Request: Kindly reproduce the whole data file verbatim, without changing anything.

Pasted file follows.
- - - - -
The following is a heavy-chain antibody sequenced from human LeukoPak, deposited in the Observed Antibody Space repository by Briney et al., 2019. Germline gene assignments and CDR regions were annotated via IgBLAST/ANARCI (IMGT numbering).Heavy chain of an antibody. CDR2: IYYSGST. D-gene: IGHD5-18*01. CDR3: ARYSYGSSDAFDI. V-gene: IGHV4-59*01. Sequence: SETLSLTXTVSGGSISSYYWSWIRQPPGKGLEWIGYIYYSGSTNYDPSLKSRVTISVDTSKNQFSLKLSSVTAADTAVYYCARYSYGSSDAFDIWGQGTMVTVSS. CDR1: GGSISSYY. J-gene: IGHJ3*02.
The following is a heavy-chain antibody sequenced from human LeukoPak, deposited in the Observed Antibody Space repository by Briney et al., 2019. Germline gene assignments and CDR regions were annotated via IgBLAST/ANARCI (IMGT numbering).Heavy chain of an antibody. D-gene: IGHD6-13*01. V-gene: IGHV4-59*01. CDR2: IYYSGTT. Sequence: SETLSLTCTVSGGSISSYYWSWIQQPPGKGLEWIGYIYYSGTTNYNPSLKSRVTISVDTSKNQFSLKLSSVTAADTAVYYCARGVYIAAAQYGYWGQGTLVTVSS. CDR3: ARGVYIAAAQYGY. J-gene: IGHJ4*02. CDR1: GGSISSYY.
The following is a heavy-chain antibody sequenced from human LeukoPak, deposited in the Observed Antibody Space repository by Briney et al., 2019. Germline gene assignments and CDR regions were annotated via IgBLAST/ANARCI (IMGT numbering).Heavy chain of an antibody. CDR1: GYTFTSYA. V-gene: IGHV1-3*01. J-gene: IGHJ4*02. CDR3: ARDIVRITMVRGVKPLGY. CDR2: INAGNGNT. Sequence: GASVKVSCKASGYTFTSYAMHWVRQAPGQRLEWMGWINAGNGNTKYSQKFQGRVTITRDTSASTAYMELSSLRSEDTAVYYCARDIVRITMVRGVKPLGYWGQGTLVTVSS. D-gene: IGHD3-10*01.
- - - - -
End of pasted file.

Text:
The following is a heavy-chain antibody sequenced from human LeukoPak, deposited in the Observed Antibody Space repository by Briney et al., 2019. Germline gene assignments and CDR regions were annotated via IgBLAST/ANARCI (IMGT numbering).Heavy chain of an antibody. CDR2: IYYSGST. D-gene: IGHD5-18*01. CDR3: ARYSYGSSDAFDI. V-gene: IGHV4-59*01. Sequence: SETLSLTXTVSGGSISSYYWSWIRQPPGKGLEWIGYIYYSGSTNYDPSLKSRVTISVDTSKNQFSLKLSSVTAADTAVYYCARYSYGSSDAFDIWGQGTMVTVSS. CDR1: GGSISSYY. J-gene: IGHJ3*02.
The following is a heavy-chain antibody sequenced from human LeukoPak, deposited in the Observed Antibody Space repository by Briney et al., 2019. Germline gene assignments and CDR regions were annotated via IgBLAST/ANARCI (IMGT numbering).Heavy chain of an antibody. D-gene: IGHD6-13*01. V-gene: IGHV4-59*01. CDR2: IYYSGTT. Sequence: SETLSLTCTVSGGSISSYYWSWIQQPPGKGLEWIGYIYYSGTTNYNPSLKSRVTISVDTSKNQFSLKLSSVTAADTAVYYCARGVYIAAAQYGYWGQGTLVTVSS. CDR3: ARGVYIAAAQYGY. J-gene: IGHJ4*02. CDR1: GGSISSYY.
The following is a heavy-chain antibody sequenced from human LeukoPak, deposited in the Observed Antibody Space repository by Briney et al., 2019. Germline gene assignments and CDR regions were annotated via IgBLAST/ANARCI (IMGT numbering).Heavy chain of an antibody. CDR1: GYTFTSYA. V-gene: IGHV1-3*01. J-gene: IGHJ4*02. CDR3: ARDIVRITMVRGVKPLGY. CDR2: INAGNGNT. Sequence: GASVKVSCKASGYTFTSYAMHWVRQAPGQRLEWMGWINAGNGNTKYSQKFQGRVTITRDTSASTAYMELSSLRSEDTAVYYCARDIVRITMVRGVKPLGYWGQGTLVTVSS. D-gene: IGHD3-10*01.